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Fight Spring Allergies with Fruits and Vegetables

It’s spring! Which mean it’s also…allergy season. Before you resign yourself to itchy, watery eyes; a stuffed up nose; and a nagging cough for the next couple months, take heart: Research has found that certain fruits and vegetables provide natural allergy relief.

In order to understand why, you have to first understand what’s happening inside your body when you get allergy symptoms. Really, it’s not that different than what happens when a visitor comes to your home and your normally well-behaved dog starts barking and baring her teeth.

Your immune system, like your dog, is always on guard to protect you against a threat. No threat, no problem. But just as your dog sometimes misidentifies someone friendly as being threatening, so too does your immune system sometimes misidentify something harmless as a hazard to your health. Hence, the crazy barking dog and the onslaught of allergy symptoms.

As you probably know, allergy symptoms are caused by the release of histamine. This chemical is a key part of your body’s inflammatory response. It makes sense then that anti-inflammatory foods can help tame the allergic response and provide natural allergy relief. And what are some of the best anti-inflammatory foods? Fruits and vegetables! In fact, an Italian study of over 4,000 children found that eating plenty of cooked vegetables, tomatoes, and citrus fruits caused a significant reduction in allergy symptoms such as wheezing and shortness of breath.[1] Fruits and vegetables contain a plethora of anti-allergy nutrients. These include:

Vitamin C

Inflammation and oxidation are closely linked, and as an antioxidant, vitamin C is also naturally anti-inflammatory. That means it counteracts the allergic response. Oranges probably come to mind when you think of fruits rich in vitamin C, and one serving does provide 93% of the daily value (DV) for the nutrient, but even better sources include: pineapple (105% DV), strawberries (113% DV), and papayas (224% DV). [2]

Bioflavonoids

Where does histamine come from, anyway? It’s stored in immune cells known as mast cells. When an allergen enters the system, mast cells release histamine to initiate the inflammatory response. By stabilizing mast cells, phyto-nutrients known as bioflavonoids prevent them from jettisoning their histamine stores, which may prevent or at least decrease the intensity of allergy symptoms.[3] One particularly powerful bioflavonoid is quercetin, which you can find in apples and onions.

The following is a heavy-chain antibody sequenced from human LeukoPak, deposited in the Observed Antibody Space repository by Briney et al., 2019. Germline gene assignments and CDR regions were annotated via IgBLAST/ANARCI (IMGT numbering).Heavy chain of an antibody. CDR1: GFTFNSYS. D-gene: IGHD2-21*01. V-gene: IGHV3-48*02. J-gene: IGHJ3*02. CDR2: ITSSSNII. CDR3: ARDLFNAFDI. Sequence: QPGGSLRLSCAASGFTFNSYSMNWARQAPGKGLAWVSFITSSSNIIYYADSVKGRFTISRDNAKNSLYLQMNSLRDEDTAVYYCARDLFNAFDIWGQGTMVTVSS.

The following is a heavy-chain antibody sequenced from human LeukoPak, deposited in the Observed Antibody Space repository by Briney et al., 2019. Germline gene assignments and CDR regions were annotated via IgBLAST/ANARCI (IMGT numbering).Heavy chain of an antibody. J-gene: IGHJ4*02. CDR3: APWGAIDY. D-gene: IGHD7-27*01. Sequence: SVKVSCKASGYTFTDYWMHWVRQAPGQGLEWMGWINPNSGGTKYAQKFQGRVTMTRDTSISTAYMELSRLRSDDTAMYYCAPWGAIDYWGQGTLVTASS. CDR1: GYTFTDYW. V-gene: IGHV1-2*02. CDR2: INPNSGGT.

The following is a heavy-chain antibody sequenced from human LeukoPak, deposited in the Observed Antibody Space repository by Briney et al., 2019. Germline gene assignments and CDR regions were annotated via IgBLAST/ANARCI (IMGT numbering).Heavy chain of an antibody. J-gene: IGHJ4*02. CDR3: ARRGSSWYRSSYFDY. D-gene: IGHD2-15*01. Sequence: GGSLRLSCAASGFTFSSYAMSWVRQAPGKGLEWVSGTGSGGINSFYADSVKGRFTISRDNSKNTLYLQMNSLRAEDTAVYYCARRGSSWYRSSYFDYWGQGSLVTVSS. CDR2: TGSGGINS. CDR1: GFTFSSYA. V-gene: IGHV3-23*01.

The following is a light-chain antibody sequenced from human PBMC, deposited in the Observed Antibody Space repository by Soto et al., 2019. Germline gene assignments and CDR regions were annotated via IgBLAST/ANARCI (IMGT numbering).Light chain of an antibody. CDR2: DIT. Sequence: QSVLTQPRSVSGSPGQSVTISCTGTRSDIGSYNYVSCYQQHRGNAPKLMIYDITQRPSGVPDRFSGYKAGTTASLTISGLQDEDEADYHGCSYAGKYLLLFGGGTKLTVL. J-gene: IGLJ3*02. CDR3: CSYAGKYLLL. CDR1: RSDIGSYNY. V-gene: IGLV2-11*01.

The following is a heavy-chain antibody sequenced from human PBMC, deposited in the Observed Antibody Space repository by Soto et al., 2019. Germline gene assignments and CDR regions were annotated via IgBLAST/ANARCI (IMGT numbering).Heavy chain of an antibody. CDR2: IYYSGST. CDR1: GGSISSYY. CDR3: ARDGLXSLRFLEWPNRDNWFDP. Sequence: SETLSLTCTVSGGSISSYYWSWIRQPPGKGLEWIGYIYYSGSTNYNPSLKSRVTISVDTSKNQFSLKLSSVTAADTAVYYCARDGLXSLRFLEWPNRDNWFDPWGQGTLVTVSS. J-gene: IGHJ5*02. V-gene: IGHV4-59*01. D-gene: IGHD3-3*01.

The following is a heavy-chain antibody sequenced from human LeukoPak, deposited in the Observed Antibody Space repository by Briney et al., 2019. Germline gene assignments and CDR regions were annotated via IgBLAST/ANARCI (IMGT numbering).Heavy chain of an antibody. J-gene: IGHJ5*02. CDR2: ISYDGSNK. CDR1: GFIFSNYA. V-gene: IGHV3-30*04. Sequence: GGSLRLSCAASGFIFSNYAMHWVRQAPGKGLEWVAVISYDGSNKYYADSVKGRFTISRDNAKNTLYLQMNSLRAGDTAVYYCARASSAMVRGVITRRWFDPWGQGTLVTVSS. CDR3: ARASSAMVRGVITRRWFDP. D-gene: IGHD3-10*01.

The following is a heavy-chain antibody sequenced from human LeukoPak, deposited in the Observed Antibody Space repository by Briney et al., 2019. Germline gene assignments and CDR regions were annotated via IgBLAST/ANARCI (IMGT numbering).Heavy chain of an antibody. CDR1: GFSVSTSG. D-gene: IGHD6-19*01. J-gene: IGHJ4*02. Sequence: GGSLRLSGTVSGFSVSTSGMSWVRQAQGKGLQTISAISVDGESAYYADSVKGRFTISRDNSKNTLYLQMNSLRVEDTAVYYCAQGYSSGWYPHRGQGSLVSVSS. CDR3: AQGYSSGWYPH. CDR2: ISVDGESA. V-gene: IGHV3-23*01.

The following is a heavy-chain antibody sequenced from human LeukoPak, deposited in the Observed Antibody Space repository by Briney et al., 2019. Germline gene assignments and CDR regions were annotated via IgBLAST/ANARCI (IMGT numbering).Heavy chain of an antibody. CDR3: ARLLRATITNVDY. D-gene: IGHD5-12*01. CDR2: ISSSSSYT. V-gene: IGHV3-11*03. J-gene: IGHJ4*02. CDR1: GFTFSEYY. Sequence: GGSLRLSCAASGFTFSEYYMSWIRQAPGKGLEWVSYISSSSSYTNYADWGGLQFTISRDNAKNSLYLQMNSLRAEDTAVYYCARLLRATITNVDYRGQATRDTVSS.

Vitamin E

Like vitamin C, vitamin E is an antioxidant, so by nature it is anti-inflammatory. The big difference is that vitamin C is water-soluble, so it works within the watery contents of the cell, while vitamin E is fat-soluble, so it works inside the fatty cell membrane. One study found that a high dose of gamma tocopherol (an isomer of vitamin E) reduced inflammation among animals breathing heavily polluted air.[4] The best fruit and vegetable sources of vitamin E include spinach (25% DV per serving), Swiss chard (22% DV), and avocado (21% DV.)[5]

Anthocyanins

Anthocyanins are another class of anti-inflammatory phyto-nutrients with the power to fight allergies.[6] You may never have heard of anthocyanins before, but you’ve probably been eating them your whole life. These dark red, purple, and blue pigments give fruits and vegetables like blackberries, blueberries, Concord grapes, elderberries, raspberries, cherries, beets, and red cabbage their dark color.

Carotenoids

I’ve written about carotenoids several times before. These yellow and orange-hued phyto-nutrients neutralize unstable free radical molecules, give skin a rosy glow, and even support breast health. You can add allergy relief to that list of benefits. A study conducted by the Institute of Epidemiology in Germany found that having high levels of carotenoids in the blood was correlated to lower risk for allergic rhinitis.[7] Fruits rich in carotenoids include carrots, peaches, papayas, and tomatoes, as well as green leafy vegetables such as broccoli, kale, and spinach.

Which fruits and vegetables will you be eating this Spring to help fight allergies? Let us know your favorite fighters in the comments below!

References:

[1] Wickman M, et al. The BAMSE project: presentation of a prospective longitudinal birth cohort study. Pediatr Allergy Immunol 2002; 13 Suppl 14:11-3. http://www.ncbi.nlm.nih.gov/pubmed/?term=The+BAMSE+project%3A+presentation+of+a+prospective+longitudinal+birth+cohort+study

[2] Vitamin C. The World’s Healthiest Foods. http://www.whfoods.com/genpage.php?tname=nutrient&dbid=109

[3] Pearce FL, Befus AD, Bienenstock J. Mucosal mast cells. III. Effect of quercetin and other flavonoids on antigen-induced histamine secretion from rat intestinal mast cells. J Allergy Clin Immunol. 1984 Jun;73(6):819-23. http://www.ncbi.nlm.nih.gov/pubmed/6202731

[4] Raloff J. Vitamin E shields lungs from smog effects. ScienceNews. 2009 March 18. https://www.sciencenews.org/blog/science-public/vitamin-e-shields-lungs-smog-effects

[5] Vitamin E. The World’s Healthiest Foods. http://www.whfoods.com/genpage.php?tname=nutrient&dbid=111

[6] Ghosh D, Konishi T. Anthocyanins and anthocyanins-rich extracts: role in diabetes and eye function. Asia Pac J Clin Nutr. 2007;16(2):200-8. http://www.ncbi.nlm.nih.gov/pubmed/17468073

[7] Kompauer I, et al. Association of carotenoids, tocopherols and vitamin C in plasma with allergic rhinitis and allergic senitisation in adults. Public Health Nutr. 2006 Jun;9(4):472-9. http://www.ncbi.nlm.nih.gov/pubmed/16870019

 

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